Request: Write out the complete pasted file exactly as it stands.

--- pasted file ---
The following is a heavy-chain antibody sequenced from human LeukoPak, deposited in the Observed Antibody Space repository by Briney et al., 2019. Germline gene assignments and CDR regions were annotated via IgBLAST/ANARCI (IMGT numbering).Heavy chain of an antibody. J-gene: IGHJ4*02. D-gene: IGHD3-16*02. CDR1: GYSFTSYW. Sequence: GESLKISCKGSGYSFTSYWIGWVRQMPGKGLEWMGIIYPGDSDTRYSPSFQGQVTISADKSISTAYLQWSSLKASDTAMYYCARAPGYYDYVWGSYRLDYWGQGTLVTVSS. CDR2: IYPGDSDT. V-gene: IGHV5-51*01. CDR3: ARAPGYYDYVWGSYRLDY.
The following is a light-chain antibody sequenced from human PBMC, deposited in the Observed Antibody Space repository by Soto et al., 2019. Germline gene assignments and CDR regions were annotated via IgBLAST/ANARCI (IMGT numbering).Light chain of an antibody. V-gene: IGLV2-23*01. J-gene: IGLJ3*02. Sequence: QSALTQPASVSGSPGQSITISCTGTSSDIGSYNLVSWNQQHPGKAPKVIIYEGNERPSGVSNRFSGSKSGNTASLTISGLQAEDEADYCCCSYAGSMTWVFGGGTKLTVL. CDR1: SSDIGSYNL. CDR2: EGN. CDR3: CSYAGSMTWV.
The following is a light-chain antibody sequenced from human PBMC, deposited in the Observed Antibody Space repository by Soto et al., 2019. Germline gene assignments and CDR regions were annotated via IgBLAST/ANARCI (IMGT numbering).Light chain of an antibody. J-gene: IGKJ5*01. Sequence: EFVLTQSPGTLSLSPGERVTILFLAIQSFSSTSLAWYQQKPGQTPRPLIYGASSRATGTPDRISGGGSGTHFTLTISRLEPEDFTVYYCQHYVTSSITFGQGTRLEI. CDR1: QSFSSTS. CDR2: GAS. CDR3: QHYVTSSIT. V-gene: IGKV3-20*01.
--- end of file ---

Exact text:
The following is a heavy-chain antibody sequenced from human LeukoPak, deposited in the Observed Antibody Space repository by Briney et al., 2019. Germline gene assignments and CDR regions were annotated via IgBLAST/ANARCI (IMGT numbering).Heavy chain of an antibody. J-gene: IGHJ4*02. D-gene: IGHD3-16*02. CDR1: GYSFTSYW. Sequence: GESLKISCKGSGYSFTSYWIGWVRQMPGKGLEWMGIIYPGDSDTRYSPSFQGQVTISADKSISTAYLQWSSLKASDTAMYYCARAPGYYDYVWGSYRLDYWGQGTLVTVSS. CDR2: IYPGDSDT. V-gene: IGHV5-51*01. CDR3: ARAPGYYDYVWGSYRLDY.
The following is a light-chain antibody sequenced from human PBMC, deposited in the Observed Antibody Space repository by Soto et al., 2019. Germline gene assignments and CDR regions were annotated via IgBLAST/ANARCI (IMGT numbering).Light chain of an antibody. V-gene: IGLV2-23*01. J-gene: IGLJ3*02. Sequence: QSALTQPASVSGSPGQSITISCTGTSSDIGSYNLVSWNQQHPGKAPKVIIYEGNERPSGVSNRFSGSKSGNTASLTISGLQAEDEADYCCCSYAGSMTWVFGGGTKLTVL. CDR1: SSDIGSYNL. CDR2: EGN. CDR3: CSYAGSMTWV.
The following is a light-chain antibody sequenced from human PBMC, deposited in the Observed Antibody Space repository by Soto et al., 2019. Germline gene assignments and CDR regions were annotated via IgBLAST/ANARCI (IMGT numbering).Light chain of an antibody. J-gene: IGKJ5*01. Sequence: EFVLTQSPGTLSLSPGERVTILFLAIQSFSSTSLAWYQQKPGQTPRPLIYGASSRATGTPDRISGGGSGTHFTLTISRLEPEDFTVYYCQHYVTSSITFGQGTRLEI. CDR1: QSFSSTS. CDR2: GAS. CDR3: QHYVTSSIT. V-gene: IGKV3-20*01.